Things I Have Learned Today



In minor ways, this surgery recovery is more challenging than last time. Not in the grand scheme, but in the little ways it is more challenging. I chose, this time, begged, to be on steroids for the minimum amount of necessary time. Last time, I turned in to a raving b-i-t-c-h. I remember Shannon taking an elegant high road and asking “mmmm, do you feel like yourself?” to see if I understood what was coming out of my mouth.


But I do not remember my over all body being in so much pain last time. I remember having an allergic reaction to Dilantin and switching to Keppra, so perhaps that was a moment of relief where I blocked out the pre-misery. I also remember feeling weaker last time. And actually, I walked 2 miles yesterday and will have done almost that today.


I do not remember taking much of the vicodin equivalent last time, but then, I am heavier this time. And perhaps one of the great differences is to know the big picture. When we had Steve’s party, as I said, I over did it. And Judy picked up a fair amount of responsibility for me. So we are both simply tired.


My legs are sore and my feet ache. But then, my head is ok. My head is ok. Yesterday, I made my aunt and uncle (or maybe my mom, I cannot remember) feel the different temperature on each side of my head. I surprised both of them. Yet for me it is one of the things I keep forgetting to mention at check ups for the last 22 months.


I think the key is to look at this time the way I look at Avastin. I feel like there is a huge weight lying on top of me. I feel sore, I feel cramped. But the key to Avastin was having children. I had to get up and change a diaper or read a story. To this day, I think having a small child made me recover faster after each infusion. In ten minutes I will go get Paco and then Lemon at school. I will be hugged and kissed and escorted. I cannot even complain. (OK, I will not complain).


Perhaps in my memory, when I compare the two surgery experiences, I am not thinking of the first month, rather the second month when radiation began. It has only been two weeks since the surgery. This I must remember. I forget I am so short-haired or have stitches until they itch. I just want to crawl into bed and sleep. I am not sad, just sleepy.


Today at Lemon’s preschool, a woman I do not really know expressed admiration for my vivaciousness. She said she had undergone a c-section and not been so strong. I explained, my best friend had three c-sections and I think they are substantially harder (actually, between my closest six friends, I think there have been 7 c-sections out of 14 births). The  woman shook her head in kindness and said, I don’t think so.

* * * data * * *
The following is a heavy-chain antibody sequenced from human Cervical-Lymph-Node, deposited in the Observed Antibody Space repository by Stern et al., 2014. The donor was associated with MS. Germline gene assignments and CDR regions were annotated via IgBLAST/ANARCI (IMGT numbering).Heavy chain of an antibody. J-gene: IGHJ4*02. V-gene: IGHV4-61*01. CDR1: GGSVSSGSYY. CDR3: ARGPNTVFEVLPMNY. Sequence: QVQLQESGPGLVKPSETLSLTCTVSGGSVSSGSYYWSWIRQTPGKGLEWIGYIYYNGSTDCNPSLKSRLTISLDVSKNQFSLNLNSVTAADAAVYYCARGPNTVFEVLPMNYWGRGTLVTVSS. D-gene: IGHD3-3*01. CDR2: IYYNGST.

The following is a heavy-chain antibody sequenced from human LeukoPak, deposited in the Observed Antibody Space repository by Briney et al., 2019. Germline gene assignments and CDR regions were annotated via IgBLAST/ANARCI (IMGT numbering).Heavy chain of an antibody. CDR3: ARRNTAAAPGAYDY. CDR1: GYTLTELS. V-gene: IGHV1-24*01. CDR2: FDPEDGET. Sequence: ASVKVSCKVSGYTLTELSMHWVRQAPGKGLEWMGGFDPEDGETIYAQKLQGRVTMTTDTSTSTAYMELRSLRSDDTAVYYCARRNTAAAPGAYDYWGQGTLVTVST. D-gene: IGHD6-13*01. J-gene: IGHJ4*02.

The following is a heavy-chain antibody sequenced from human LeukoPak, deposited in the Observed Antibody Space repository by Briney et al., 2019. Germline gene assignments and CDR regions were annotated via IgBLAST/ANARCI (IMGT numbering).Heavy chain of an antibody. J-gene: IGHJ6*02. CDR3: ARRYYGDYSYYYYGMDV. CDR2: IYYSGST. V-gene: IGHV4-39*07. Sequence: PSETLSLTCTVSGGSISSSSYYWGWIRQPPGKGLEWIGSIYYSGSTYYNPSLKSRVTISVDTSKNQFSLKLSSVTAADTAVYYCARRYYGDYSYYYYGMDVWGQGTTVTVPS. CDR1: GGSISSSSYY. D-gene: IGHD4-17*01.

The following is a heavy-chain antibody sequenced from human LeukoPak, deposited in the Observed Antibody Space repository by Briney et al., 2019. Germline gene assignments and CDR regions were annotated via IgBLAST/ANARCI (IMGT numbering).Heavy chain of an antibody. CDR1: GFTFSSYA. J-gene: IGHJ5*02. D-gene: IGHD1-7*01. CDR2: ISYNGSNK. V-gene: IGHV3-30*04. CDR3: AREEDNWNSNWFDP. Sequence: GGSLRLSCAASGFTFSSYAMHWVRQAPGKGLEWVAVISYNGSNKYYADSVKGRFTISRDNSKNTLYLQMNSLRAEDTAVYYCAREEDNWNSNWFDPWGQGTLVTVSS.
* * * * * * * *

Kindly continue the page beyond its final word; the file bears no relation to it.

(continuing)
Experience is a huge asset in this arena. Don’t get me wrong, there is pain and concern, but I was really not expecting to be this brain-healthy after the fact. I really thought I would loose more words, lose a language, lose so much more.


As one can see, the blog is always a wonderful form of therapy. Today, I can walk. I can speak, I can read. I really should just take the damn pain pills and be grateful that I have what I have: the most incredible family and group of friends. It is a verbal, complimentary society where I live.


I am sad to see my father-in-law go. He went home today and left his beloved wife of 46 years here to help us more. I like to think he went home to plan to convince his daughter to move here in the fall. But that is another story…


2 thoughts on “Things I Have Learned Today

  1. Scott Holloway May 31, 2011 at 16:37 Reply

    Erin- I just want you to know that your blog is therapy for me, too. I sometimes fear that I will have to face a second crainiotomy, and hearing your experience eases my mind a bit. We brain tumor patients can’t take a day for granted, since we don’t know what lies ahead. You’re fortunate to have such a good family situation, and good friends for support. Keep fighting and get well.

    • tiawheels June 2, 2011 at 09:50 Reply

      I think it helps to have friends like you share their experiences. Your comments mean a great deal.

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